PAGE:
(The Root) — Last week, in his remarks commemorating the 50th anniversary of the March on Washington, President Obama did what many would argue has become a signature move in his speeches to black audiences: In the midst of a professorial history recap featuring paragraphs of his characteristic soaring rhetoric, he slipped in several hundred words about cultural pathology.
Specifically, he primarily blamed African Americans for the way "progress stalled" after the civil rights activism that was being celebrated. "The anguish of assassinations set off self-defeating riots. Legitimate grievances against police brutality tipped into excuse-making for criminal behavior," he said. He chastised those who he said acted "as if we had no agency in our own liberation, as if poverty was an excuse for not raising your child, and the bigotry of others was reason to give up on yourself."
Some called it "tough love." Not surprisingly, people like conservative pundit Bill O'Reilly ate it up.
But from the point of view of plenty of black observers — people whose full-time professional focus is on race, politics and history — the commentary amounted to unhelpful and ahistorical victim blaming: inappropriate at best and a cynical version of Bill Cosby-level armchair sociology at worst. And they weren't alone. Mother Jones' Lauren Williams reported on the immediate post-speech reactions of listeners on Twitter, who were, to put it mildly, ticked off.
It's worth noting that we've been here before. The response to this chunk of the president's speech was not unlike the reception to his commencement address at Morehouse College, in which he made the perplexing choice to lecture men graduating from a top HBCU about making excuses. (Is it that any remarks to African Americans, no matter how successful they may be, demand a personal-responsibility theme?) Even the first lady has followed this pattern, conjuring an unfounded myth at Bowie State's graduation when she referred to "the slander that says a black child with a book is trying to act white," and lamenting that "too many of our young people" aim to be "a baller or a rapper."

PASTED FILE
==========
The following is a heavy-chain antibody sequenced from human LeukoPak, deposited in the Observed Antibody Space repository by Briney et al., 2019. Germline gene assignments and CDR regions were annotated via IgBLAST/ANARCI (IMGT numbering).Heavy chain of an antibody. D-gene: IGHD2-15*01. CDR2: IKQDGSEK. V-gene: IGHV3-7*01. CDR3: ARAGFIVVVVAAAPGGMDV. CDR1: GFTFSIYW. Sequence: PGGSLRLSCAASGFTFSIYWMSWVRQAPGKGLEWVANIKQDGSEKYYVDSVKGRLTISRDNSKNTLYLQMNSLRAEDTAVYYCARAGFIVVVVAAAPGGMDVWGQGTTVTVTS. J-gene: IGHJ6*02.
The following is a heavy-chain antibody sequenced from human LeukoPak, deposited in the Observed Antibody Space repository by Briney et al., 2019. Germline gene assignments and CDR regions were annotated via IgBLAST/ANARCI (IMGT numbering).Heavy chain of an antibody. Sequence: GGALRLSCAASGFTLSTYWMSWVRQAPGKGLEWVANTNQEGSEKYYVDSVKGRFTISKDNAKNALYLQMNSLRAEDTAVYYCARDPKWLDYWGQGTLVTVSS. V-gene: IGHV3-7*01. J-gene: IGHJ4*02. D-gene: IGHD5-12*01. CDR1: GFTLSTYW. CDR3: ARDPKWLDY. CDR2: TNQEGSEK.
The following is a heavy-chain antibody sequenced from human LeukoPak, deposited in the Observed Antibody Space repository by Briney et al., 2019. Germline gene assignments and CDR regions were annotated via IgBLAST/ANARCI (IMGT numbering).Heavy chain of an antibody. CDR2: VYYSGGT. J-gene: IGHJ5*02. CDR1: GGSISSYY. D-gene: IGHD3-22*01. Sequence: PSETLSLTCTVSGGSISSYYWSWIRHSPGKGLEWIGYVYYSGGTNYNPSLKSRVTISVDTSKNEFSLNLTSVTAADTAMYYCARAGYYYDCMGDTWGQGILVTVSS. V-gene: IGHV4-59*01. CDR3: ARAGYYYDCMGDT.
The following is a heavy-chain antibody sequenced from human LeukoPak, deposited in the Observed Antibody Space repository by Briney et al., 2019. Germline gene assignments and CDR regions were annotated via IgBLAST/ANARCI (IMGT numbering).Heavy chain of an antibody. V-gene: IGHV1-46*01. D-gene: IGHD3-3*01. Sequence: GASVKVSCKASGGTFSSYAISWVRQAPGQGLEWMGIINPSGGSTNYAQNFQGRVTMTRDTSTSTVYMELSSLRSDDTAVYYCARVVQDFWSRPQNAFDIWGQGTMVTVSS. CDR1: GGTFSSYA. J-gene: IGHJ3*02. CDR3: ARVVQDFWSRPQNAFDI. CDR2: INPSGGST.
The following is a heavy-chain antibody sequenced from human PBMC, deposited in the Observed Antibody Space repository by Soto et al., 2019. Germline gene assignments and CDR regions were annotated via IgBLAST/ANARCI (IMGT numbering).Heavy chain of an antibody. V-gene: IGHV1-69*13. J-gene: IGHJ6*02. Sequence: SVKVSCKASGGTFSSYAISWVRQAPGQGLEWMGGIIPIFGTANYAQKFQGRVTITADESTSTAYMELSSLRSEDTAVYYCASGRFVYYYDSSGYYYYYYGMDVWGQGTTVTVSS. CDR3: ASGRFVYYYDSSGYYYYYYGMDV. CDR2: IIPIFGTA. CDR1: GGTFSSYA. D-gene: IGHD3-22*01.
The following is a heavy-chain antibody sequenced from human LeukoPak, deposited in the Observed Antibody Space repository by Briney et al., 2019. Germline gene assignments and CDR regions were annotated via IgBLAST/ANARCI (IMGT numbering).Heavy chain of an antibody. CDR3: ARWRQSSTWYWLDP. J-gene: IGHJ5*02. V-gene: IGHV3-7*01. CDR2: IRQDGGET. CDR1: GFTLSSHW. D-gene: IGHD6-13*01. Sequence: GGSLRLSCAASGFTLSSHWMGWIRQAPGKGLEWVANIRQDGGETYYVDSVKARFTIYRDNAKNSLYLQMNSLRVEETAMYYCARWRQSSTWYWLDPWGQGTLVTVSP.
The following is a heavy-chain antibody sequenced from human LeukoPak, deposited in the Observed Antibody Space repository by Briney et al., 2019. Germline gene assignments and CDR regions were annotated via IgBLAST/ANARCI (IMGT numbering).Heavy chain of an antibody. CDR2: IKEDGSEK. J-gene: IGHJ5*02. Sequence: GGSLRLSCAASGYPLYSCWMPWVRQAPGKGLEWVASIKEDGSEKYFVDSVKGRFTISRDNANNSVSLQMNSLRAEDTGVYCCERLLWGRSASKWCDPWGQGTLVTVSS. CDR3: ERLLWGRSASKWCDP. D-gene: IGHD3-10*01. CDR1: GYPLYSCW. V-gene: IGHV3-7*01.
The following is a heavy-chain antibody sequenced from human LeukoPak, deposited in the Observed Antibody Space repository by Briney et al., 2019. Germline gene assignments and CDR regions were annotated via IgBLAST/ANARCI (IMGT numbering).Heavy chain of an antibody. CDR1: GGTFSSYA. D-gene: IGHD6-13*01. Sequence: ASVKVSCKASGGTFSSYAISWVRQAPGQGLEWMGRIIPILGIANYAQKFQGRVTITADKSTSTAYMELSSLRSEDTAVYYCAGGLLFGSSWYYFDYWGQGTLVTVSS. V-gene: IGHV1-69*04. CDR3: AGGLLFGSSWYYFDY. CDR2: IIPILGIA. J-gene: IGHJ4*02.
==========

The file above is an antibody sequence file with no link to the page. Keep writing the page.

But guess what? As the dust settles around the latest iteration of this now pretty predictable commentary, I'm almost looking forward to when the president does it again.
To be clear, it's not because I agree with him. Not at all. In fact, as I listened last week from the steps of the Lincoln Memorial, I was full of dread at the idea of hearing a distorted and painfully oversimplified message.
After all, I'm one of those people who exist in a constant state of frustration about the shallow nature of our nation's discourse around race and the African-American experience in particular. It's frustrating when racism is oversimplified and individualized and when, despite all of the structural issues and all the insight that's available, we still hear the same broken-record focus on sagging pants, violent stereotypes and bad fathers, along with all their "pull yourself up by your bootstraps" rhetorical relatives.
It's all the more distressing when these ideas are perpetuated by a president — the first black president — who, I would argue, has demonstrated that he has plenty of capacity to offer a little more sophistication and nuance.
But you know what? I've decided that I'm not going to hold my breath the same way the next time he gives a speech to a black audience. Here's why: These types of tone-deaf (and, some would argue, hypocritical) remarks — the ones that can make a cheering crowd go kind of uncomfortably silent — may be jarring and frustrating, but they also provide the basis for a uniquely rich analysis of race and racism.